Many business leaders believe there’s a correlation between providing customers with great experiences and positive changes in business performance. After all, when customer experience metrics such as customer satisfaction and Net Promoter Score (NPS) tick up, increases in profits, revenues, and other business results usually follow.
A study by Forrester Research and Watermark Consulting helps bear this out. The two companies tracked the six-year stock performance of companies on Forrester’s Customer Experience Index. Even during the recession years of 2007-2012, customer experience leaders averaged
double-digit gains in stock performance, beating customer experience laggards by an impressive margin. Despite these findings, many organizational leaders struggle to connect the dots between customer experience and business outcomes.
Indeed, nearly half (47.3 percent) of the nearly 100 customer experience professionals* surveyed in the 2014 1to1 Media/Temkin Group study, Measuring the ROI of Customer Experience, say that their organizations are either “ineffective” or “very ineffective” at measuring the business impact of customer experience. There are several factors contributing to this disconnect. Part of the problem is that many organizations (43.7 percent) have trouble building models that connect customer experience metrics such as customer satisfaction and NPS with changes in business results (revenue, profits, share of wallet). Other challenges include gaining consensus on the right customer experience metrics to use (15.5 percent), presenting the information in a way that resonates with senior management (11.3 percent) and the ability to collect customer and business data from across the enterprise (9.9 percent).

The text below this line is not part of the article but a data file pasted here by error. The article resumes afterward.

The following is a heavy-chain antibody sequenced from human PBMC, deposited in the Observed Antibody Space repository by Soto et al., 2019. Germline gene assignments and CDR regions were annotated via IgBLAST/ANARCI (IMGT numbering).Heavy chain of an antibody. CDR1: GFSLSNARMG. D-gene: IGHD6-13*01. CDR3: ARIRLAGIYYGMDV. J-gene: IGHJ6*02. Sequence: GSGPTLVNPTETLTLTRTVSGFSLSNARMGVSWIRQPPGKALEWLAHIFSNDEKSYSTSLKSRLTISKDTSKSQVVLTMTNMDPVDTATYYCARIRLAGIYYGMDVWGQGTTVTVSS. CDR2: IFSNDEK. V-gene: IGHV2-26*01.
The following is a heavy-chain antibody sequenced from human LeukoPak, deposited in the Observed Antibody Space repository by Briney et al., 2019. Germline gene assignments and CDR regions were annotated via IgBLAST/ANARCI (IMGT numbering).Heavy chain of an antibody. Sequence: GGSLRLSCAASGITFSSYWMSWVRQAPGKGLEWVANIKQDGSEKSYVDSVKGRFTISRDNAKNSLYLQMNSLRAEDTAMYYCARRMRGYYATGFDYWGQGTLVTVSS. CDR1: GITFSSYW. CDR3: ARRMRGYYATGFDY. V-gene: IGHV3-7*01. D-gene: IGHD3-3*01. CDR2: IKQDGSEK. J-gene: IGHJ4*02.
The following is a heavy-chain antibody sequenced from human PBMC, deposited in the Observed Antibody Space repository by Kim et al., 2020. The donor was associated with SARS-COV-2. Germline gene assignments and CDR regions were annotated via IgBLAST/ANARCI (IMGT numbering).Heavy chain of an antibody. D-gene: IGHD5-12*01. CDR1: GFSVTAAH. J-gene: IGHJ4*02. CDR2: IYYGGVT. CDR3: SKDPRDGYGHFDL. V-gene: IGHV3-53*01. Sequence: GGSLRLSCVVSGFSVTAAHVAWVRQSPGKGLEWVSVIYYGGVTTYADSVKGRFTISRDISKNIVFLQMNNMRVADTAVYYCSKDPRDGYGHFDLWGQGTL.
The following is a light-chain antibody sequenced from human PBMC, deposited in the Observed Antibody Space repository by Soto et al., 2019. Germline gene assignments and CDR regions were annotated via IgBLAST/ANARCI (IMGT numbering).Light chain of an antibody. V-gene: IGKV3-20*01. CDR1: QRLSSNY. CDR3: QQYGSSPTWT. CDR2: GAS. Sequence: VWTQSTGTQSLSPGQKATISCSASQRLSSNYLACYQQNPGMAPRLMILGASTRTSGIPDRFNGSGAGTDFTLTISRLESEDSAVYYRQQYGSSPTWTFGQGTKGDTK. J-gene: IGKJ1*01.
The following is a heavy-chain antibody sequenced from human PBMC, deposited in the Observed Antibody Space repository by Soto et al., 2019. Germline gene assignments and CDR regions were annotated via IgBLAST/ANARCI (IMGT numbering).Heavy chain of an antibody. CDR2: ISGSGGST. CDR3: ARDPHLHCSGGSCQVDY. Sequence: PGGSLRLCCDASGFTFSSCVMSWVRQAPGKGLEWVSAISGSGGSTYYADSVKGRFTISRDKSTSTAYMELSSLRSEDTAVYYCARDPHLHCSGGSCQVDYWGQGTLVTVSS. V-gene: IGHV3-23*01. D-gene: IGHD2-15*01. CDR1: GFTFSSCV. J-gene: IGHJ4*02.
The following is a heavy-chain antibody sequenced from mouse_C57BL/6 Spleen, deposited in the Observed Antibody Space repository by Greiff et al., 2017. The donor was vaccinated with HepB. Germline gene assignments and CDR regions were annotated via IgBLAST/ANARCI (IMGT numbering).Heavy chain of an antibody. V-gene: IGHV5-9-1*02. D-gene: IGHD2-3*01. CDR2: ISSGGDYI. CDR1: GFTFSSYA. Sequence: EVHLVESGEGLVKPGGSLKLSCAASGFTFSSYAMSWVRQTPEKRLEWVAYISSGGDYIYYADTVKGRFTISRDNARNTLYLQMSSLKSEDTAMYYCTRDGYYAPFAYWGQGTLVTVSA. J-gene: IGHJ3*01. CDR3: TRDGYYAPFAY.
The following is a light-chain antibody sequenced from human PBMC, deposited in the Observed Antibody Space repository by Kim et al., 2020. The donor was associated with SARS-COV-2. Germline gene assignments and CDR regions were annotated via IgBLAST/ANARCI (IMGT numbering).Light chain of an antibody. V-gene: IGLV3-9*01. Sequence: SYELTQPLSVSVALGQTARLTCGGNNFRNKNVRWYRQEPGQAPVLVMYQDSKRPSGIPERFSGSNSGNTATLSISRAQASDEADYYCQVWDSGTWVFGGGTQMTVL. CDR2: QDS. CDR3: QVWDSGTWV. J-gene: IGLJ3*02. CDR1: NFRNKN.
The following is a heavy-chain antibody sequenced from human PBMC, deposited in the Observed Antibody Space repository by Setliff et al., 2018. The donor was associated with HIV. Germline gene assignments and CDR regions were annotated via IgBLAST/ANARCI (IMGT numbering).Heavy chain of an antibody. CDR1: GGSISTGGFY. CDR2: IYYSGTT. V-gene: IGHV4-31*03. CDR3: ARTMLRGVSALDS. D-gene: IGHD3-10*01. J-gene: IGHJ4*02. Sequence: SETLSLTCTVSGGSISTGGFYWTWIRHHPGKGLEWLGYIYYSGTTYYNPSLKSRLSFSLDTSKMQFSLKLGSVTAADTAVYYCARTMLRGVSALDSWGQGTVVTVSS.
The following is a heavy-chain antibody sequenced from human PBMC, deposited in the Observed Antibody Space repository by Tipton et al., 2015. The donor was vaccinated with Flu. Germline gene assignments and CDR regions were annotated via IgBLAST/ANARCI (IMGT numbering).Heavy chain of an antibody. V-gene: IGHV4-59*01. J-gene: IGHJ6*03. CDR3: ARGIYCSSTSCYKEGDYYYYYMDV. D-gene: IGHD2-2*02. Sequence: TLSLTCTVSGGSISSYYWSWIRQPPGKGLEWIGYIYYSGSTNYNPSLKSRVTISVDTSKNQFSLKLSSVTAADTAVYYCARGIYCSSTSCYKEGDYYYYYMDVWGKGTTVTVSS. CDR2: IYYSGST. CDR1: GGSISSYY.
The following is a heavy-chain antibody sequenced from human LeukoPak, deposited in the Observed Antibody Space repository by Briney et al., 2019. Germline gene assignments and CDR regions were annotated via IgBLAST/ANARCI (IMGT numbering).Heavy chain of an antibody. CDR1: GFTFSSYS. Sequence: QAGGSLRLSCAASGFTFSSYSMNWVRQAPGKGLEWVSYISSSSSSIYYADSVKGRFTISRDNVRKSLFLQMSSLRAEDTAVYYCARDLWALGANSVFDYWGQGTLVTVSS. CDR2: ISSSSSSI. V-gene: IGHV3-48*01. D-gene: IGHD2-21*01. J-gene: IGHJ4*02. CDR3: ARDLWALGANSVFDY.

“One of the problems is that the people who focus on customer experience don’t talk in the language used by senior management,” says Bruce Temkin, customer experience transformist and managing partner at Temkin Group. “Customer experience leaders might point out that the company improved customer satisfaction by 23 percent or NPS by 15 points. That’s great, but if I’m a senior executive, I care about market share or growing sales quarter over quarter. Those are the things you need to communicate to them regarding the ROI of customer experience.”
In addition to talking the talk, customer experience leaders can also benefit by taking a more systematic approach to calculating the ROI of customer experience. This often requires organizational leaders to take a step back and examine how they currently measure customer experience, whether any changes to these measurements are needed, and whether this is being calculated with the most appropriate business metrics.
* 89 people completed the online survey in July 2014.